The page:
The Missouri Department of Health and Senior Services states that a Legionnaires’ Disease outbreak occurred at the Best Western on the River Hotel in Hannibal. Three people staying at that hotel over the past eight months contracted the illness, and one person died.
The popular hotel was shut down in November when the Centers for Disease Control and Prevention took samples. Four rooms tested positive for the Legionella bacteria. Officials do not know what caused the outbreak.
The hotel is in two parts. One is brand new, and the other is older. Older buildings can be problematic for Legionella bacteria. The older structure is still closed.
The Legionella bacteria lives in water systems, such as plumbing, heating and cooling systems, cooling towers, hot tubs, shower heads, humidifiers, and in fountains and large water tanks. It is released in mist. When people breathe in the bacteria, they can develop Legionnaires’, which is a pneumonia-like illness.
The symptoms of Legionnaires’ disease include fever, cough, and respiratory distress that gets progressively worse. Other symptom include chills, problems with the kidneys, and GI symptoms.
Those most at risk for contracting Legionnaires’ Disease include people over the age of 50, current or former smokers, those with chronic lung diseases such as COPD or emphysema, and people with a weak immune system. Anyone suffering from a chronic illness such as cancer or kidney failure are also at higher risk. The fatality rate of this illness is about 30%.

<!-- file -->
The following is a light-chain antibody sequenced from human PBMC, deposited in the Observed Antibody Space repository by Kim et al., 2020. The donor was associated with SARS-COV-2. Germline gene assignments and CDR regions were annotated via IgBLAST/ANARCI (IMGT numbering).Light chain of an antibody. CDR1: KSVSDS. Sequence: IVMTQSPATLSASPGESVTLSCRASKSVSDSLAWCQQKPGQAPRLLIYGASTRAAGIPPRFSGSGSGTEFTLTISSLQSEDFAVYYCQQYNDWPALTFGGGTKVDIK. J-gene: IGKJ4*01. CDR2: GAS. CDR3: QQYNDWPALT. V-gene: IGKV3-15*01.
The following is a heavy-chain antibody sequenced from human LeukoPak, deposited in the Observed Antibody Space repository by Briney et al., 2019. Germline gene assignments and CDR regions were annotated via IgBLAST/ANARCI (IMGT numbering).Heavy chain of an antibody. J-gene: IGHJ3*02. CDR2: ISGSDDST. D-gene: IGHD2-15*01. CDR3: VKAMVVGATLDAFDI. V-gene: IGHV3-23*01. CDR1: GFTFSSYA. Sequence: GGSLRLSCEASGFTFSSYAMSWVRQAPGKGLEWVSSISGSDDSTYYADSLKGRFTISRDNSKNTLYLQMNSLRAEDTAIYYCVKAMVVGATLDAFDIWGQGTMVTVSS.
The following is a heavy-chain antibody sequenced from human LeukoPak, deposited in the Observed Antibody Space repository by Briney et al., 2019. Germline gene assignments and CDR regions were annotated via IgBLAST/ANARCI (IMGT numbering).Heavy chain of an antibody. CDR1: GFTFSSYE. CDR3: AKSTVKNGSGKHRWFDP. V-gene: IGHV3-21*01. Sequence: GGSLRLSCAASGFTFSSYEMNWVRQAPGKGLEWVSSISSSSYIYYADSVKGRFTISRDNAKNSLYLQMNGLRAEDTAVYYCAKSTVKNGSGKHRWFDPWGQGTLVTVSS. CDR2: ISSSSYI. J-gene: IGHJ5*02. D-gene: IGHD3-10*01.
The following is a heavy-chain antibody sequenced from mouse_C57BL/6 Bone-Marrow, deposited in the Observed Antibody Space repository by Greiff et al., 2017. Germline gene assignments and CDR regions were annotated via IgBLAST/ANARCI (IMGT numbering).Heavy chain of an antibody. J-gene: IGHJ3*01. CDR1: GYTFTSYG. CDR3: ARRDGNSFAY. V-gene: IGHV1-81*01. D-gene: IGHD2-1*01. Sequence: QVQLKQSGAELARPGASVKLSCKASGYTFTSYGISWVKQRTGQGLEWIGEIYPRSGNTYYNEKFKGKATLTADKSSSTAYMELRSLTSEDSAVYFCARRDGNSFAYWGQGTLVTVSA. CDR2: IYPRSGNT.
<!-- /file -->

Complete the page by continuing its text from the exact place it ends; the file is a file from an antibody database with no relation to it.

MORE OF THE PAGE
There have been several Legionnaires’ outbreaks in this country in the last few months. In October, an outbreak at the San Quentin State Prison in California sickened at least 13 inmates, and 80 others were diagnosed with pneumonia. Two outbreaks occurred in the Bronx in New York City this summer. The first was linked to the Opera House Hotel in the South Bronx that sickened 124 people and killed twelve. The second, also in the South Bronx, was in Morris Park; at least thirteen people were sickened in that outbreak and one person died. And a serious outbreak occurred at the Quincy Veterans’ Home in Illinois sickened 54 people. Thirteen people died in that outbreak.
The outbreak in New York City led to the Governor calling for inspections of all cooling towers in the state. Those towers are on the top of large buildings. These are heat exchangers, transferring heat from the water and removing it from the building.
Legionnaires’ Disease can be treated with antibiotics, but the best outcome occurs when the illness is diagnosed early. Unfortunately, unless there are several people who live in the same building or area who become ill with pneumonia-like symptoms at the same time, the test for the Legionella bacteria is not conducted.